Guests:

A KC native has made a documentary, black enuf*, which is about a quest for belonging ... and for an answer to the question of what it means to be black enough. Then, a look at how e-commerce is changing the physical layouts of our cities.

Guests:

  • Carrie Hawks, filmmaker
  • Derrick Choi, Senior Architect/Principal, Populous

When it comes to education, things are changing on both sides of State Line. It's hard to keep up with where the good schools are, let alone anticipate where they will be in the future. How are Kansas Citians approaching school decisions?

Guests:

  • Matthew Oates, board of director, Kansas City Public Schools, Sub-District 2
  • Katie Boody​, founder and CEO, The Lean Lab
  • Sam Zeff, KCUR education reporter

Grilling In KC

May 26, 2017
Jen Chen / KCUR 89.3

To kick off the summer grilling season: a visit to a Brazilian steakhouse, where the meat goes from grill to table in under 15 minutes; how to grill non-meat items (romaine lettuce and eggs in the shell); then our Food Critics search out the best grilled dishes in and around Kansas City.

Guests:

Barb Shelly / KCUR 89.3

Around one in five students in KCMO change schools at least once during the school year. What does that look like in the Hickman Mills School District? One of our reporters spent this past school year at Ingels Elementary, as part of our series, "Musical Chairs," to find out why some kids start the year in one school ... and end it in another.

Guests:

PAUL ANDREWS / WWW.PAULANDREWSPHOTOGRAPHY.COM

William Least Heat-Moon takes us on a trip across America's forgotten rural routes, through history, away from our digital devices and into the universe.

 

Subscribe on Apple PodcastsGoogle Play and Stitcher.

 

The story of how a KU lecturer learned how to speak Miskitu, an indigenous Central American language ... and how she became the host of a radio show and wrote an operetta, both in Miskitu. Then, a conversation with the owner of Asiatica, the longtime KC store where Japanese textiles are adapted and transformed into garments for Americans.

Plus, some clarification on the conceal carry laws on college campuses in Kansas.

Guests:

In recent years, issues on local college and high school campuses have gone public, from sexual assaults to protests expressing racial unrest. A few young journalists share their process, and whether being a student impacts their ability to report on tough stories.

Plus, meet the author of a new book about baseball in early Kansas.

Guests:

ArmourBlvd
Diane Krauthamer / KCUR 89.3

After a scathing audit in 2016, we check in on Kansas City's bike plan. How have things changed since the audit? What lays ahead for bicycle infrastructure in Kansas City? And how do we compare to other Midwestern cities?

Guests:

The New York Times calls him "one of the most acclaimed travel writers of his time." In this encore presentation, a chat with William Least Heat-Moon about his Kansas City roots, his new novel and how he got his name.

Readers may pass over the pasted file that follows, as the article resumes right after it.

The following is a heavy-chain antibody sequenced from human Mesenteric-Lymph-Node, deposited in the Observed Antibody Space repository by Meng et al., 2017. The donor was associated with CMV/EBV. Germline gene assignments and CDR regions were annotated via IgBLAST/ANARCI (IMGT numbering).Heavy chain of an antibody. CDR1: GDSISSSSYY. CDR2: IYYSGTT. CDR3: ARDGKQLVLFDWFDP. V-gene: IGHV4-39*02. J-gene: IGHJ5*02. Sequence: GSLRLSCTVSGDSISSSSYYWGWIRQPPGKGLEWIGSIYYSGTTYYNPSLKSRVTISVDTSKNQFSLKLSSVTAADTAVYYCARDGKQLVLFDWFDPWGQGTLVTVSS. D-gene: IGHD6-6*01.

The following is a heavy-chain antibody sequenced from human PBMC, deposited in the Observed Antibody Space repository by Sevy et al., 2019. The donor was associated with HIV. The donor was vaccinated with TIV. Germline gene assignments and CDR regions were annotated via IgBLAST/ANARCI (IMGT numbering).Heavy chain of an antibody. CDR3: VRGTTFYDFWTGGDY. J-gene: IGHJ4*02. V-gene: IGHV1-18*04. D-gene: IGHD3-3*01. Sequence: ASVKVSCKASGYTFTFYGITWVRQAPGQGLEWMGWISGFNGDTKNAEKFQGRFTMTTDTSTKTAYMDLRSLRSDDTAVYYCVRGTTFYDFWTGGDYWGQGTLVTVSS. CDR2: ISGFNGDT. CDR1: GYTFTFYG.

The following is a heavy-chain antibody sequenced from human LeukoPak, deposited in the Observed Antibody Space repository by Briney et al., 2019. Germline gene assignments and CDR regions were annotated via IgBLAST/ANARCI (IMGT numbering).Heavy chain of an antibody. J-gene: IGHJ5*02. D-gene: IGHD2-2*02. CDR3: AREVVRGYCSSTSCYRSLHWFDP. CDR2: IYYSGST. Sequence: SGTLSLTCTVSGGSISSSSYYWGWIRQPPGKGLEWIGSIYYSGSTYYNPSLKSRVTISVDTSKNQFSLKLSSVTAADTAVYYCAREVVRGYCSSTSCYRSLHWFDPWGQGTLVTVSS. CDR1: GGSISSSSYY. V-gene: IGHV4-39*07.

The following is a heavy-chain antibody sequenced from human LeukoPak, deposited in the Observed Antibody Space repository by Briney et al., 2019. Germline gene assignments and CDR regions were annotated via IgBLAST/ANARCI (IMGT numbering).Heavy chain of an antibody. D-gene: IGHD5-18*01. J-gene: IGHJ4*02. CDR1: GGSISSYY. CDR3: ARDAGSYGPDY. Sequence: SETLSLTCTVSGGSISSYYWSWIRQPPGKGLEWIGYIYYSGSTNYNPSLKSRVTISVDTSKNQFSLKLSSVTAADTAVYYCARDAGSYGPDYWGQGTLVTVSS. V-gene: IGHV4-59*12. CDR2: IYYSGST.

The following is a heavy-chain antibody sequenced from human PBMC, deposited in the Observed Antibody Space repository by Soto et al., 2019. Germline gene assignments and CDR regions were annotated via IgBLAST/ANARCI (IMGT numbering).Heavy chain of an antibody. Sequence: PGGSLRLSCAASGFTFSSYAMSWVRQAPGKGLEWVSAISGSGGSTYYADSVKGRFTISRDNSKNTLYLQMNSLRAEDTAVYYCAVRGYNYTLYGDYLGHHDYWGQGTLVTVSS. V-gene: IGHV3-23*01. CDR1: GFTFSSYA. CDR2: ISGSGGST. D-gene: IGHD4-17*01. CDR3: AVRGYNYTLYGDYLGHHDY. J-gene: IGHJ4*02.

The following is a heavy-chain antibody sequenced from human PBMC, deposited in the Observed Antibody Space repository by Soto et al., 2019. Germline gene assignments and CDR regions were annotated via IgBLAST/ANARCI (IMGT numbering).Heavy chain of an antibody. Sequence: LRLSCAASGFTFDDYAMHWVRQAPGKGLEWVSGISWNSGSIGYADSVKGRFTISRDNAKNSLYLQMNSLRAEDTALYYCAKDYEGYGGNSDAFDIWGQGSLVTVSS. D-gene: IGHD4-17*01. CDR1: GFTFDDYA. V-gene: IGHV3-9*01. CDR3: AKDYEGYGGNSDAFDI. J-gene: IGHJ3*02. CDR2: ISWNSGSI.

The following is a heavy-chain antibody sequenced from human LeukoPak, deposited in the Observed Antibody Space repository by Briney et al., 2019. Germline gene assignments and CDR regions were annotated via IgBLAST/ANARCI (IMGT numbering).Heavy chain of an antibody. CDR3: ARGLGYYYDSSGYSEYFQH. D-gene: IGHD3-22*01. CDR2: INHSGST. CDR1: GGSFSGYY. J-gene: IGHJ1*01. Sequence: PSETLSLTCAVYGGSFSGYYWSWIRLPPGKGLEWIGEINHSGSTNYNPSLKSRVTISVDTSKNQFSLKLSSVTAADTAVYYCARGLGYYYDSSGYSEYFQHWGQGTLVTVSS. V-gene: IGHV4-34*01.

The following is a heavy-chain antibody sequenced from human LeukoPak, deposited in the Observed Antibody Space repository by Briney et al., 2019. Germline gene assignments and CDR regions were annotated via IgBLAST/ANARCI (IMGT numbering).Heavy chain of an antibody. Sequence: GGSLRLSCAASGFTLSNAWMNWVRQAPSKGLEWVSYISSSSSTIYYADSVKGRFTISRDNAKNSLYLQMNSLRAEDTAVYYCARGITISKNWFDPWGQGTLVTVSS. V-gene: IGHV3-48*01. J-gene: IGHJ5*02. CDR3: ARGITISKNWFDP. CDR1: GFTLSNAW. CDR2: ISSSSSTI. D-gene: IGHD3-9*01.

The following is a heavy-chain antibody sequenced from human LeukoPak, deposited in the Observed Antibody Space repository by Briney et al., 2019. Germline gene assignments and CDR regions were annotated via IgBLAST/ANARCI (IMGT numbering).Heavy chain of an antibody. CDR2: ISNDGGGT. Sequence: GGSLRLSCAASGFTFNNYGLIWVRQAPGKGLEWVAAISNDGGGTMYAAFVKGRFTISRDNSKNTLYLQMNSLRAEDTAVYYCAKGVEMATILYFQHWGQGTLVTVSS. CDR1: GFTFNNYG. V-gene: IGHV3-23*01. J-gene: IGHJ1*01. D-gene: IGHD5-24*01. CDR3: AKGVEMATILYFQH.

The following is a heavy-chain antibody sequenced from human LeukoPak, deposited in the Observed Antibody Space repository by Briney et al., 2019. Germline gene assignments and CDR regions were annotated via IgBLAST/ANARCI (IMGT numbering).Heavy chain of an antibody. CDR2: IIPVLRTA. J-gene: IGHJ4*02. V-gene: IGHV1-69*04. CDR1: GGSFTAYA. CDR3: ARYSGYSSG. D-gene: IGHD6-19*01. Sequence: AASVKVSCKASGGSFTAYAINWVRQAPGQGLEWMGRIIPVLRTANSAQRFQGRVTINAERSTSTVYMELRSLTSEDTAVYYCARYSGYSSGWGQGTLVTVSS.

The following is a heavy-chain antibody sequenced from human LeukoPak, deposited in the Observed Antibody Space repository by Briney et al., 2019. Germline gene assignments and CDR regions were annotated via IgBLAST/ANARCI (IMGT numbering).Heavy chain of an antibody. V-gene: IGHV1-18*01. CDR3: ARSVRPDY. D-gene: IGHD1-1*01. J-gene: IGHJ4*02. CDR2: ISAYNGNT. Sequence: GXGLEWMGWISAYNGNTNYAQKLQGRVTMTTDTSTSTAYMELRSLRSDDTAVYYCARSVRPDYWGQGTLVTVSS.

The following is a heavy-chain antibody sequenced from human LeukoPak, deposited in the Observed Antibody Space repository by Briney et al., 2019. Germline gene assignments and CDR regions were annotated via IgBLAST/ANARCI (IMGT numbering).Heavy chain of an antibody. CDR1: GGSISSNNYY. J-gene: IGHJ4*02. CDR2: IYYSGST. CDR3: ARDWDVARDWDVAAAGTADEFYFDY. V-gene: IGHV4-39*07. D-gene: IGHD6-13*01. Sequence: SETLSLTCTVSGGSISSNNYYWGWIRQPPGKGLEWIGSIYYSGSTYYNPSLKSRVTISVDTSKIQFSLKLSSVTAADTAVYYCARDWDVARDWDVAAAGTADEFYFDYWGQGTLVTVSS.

Guest:

  • William Least Heat-Moon

COURTESY OF THE JACKSON FAMILY

Avery Jackson was the first transgender person in the world to grace the cover of National Geographic. That's a huge responsibility for a nine-year-old girl from the Midwest. But, through her journey, Avery's learned to deal with the haters.

Subscribe on Apple PodcastsGoogle Play and Stitcher.

The DLC / Flickr -- CC

Why is the Paseo Boulevard named after a street in Mexico? And how did this road help shape our city? We explore the history of what some people consider KC's first boulevard, and we find out what's in store for the future of this picturesque roadway.

Guests:

Remembering the life of gallery owner Tom Deatherage, who passed away yesterday.

How does an artist see water? Two local artists explore the Missouri River; their work appears in Tributary, an exhibit at La Esquina Gallery.

Then, a newly-minted college grad returns home to KCK to give back.

Guests:

Local musician Erica Joy joins us for an in-studio performance that, as one reviewer puts it, may turn you into a "puddle of melted butter if you're not careful."

Plus, how new concealed carry laws permitting firearms on campus lead one KU history professor to resign.

Guests:

*There were technical glitches that impacted the recording of this show.

Last month, Cody Hogan was promoted to general manager of Lidia's Kansas City, the restaurant he helped her open back in 1998. We learn about his journey from cattle ranch kid to classical pianist to chef.

Plus, why one woman from Prairie Village, Kansas decided to turn her New York City home into a museum of Kansas furniture and history.

Guests:

Cecilia Rodriguez / Flickr -- CC

We got a little a preview of summer this week, and man, it was hot. To help keep us cool when the humidity kicks in: a visit to Polly's Soda Pop, an iconic Independence soft drink company that re-opened last year, then a local coffee shop owner talks about nitro coffee (and other cold beverages).

The Food Critics searched out the best iced and chilled dishes in KC, plus the latest restaurant news from this past spring.

Guests: